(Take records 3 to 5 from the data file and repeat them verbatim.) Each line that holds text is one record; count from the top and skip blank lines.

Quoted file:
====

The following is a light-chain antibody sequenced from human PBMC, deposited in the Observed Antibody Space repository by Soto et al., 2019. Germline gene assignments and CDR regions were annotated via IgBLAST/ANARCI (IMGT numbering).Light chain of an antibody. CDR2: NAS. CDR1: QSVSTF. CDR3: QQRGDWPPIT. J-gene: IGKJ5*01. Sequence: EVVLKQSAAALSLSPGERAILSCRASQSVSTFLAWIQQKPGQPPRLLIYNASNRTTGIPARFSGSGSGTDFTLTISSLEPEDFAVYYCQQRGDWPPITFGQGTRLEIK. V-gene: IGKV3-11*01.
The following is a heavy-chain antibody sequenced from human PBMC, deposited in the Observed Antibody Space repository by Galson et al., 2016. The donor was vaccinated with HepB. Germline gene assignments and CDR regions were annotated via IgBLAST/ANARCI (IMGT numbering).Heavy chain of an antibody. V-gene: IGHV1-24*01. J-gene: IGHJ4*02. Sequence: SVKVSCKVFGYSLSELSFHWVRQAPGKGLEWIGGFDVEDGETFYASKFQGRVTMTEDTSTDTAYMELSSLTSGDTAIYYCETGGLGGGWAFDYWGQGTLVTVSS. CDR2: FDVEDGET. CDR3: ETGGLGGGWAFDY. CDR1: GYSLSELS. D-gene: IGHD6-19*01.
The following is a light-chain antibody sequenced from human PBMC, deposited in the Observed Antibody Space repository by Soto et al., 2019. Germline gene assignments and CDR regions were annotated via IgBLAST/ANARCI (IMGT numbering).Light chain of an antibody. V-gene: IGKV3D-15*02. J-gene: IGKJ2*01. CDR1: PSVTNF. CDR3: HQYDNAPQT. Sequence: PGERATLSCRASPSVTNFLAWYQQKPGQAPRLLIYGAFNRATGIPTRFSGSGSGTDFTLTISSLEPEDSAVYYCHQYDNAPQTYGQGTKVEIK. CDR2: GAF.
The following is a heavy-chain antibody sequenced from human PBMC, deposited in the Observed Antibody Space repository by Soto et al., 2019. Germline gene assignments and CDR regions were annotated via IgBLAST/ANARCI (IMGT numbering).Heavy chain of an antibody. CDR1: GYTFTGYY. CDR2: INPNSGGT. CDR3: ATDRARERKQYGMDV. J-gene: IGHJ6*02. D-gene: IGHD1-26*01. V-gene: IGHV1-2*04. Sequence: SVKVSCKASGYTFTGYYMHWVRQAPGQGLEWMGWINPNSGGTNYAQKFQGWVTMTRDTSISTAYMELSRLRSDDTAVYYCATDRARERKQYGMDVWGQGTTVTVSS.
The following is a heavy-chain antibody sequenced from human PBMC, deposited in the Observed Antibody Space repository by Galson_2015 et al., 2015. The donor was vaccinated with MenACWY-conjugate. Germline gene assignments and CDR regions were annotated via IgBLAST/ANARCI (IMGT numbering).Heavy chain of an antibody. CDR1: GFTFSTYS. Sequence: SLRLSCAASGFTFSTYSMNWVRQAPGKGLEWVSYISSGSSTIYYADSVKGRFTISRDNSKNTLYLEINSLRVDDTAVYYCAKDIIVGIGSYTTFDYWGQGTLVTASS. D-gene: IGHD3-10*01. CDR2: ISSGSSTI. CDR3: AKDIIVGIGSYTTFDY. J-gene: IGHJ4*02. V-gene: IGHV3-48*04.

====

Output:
The following is a light-chain antibody sequenced from human PBMC, deposited in the Observed Antibody Space repository by Soto et al., 2019. Germline gene assignments and CDR regions were annotated via IgBLAST/ANARCI (IMGT numbering).Light chain of an antibody. V-gene: IGKV3D-15*02. J-gene: IGKJ2*01. CDR1: PSVTNF. CDR3: HQYDNAPQT. Sequence: PGERATLSCRASPSVTNFLAWYQQKPGQAPRLLIYGAFNRATGIPTRFSGSGSGTDFTLTISSLEPEDSAVYYCHQYDNAPQTYGQGTKVEIK. CDR2: GAF.
The following is a heavy-chain antibody sequenced from human PBMC, deposited in the Observed Antibody Space repository by Soto et al., 2019. Germline gene assignments and CDR regions were annotated via IgBLAST/ANARCI (IMGT numbering).Heavy chain of an antibody. CDR1: GYTFTGYY. CDR2: INPNSGGT. CDR3: ATDRARERKQYGMDV. J-gene: IGHJ6*02. D-gene: IGHD1-26*01. V-gene: IGHV1-2*04. Sequence: SVKVSCKASGYTFTGYYMHWVRQAPGQGLEWMGWINPNSGGTNYAQKFQGWVTMTRDTSISTAYMELSRLRSDDTAVYYCATDRARERKQYGMDVWGQGTTVTVSS.
The following is a heavy-chain antibody sequenced from human PBMC, deposited in the Observed Antibody Space repository by Galson_2015 et al., 2015. The donor was vaccinated with MenACWY-conjugate. Germline gene assignments and CDR regions were annotated via IgBLAST/ANARCI (IMGT numbering).Heavy chain of an antibody. CDR1: GFTFSTYS. Sequence: SLRLSCAASGFTFSTYSMNWVRQAPGKGLEWVSYISSGSSTIYYADSVKGRFTISRDNSKNTLYLEINSLRVDDTAVYYCAKDIIVGIGSYTTFDYWGQGTLVTASS. D-gene: IGHD3-10*01. CDR2: ISSGSSTI. CDR3: AKDIIVGIGSYTTFDY. J-gene: IGHJ4*02. V-gene: IGHV3-48*04.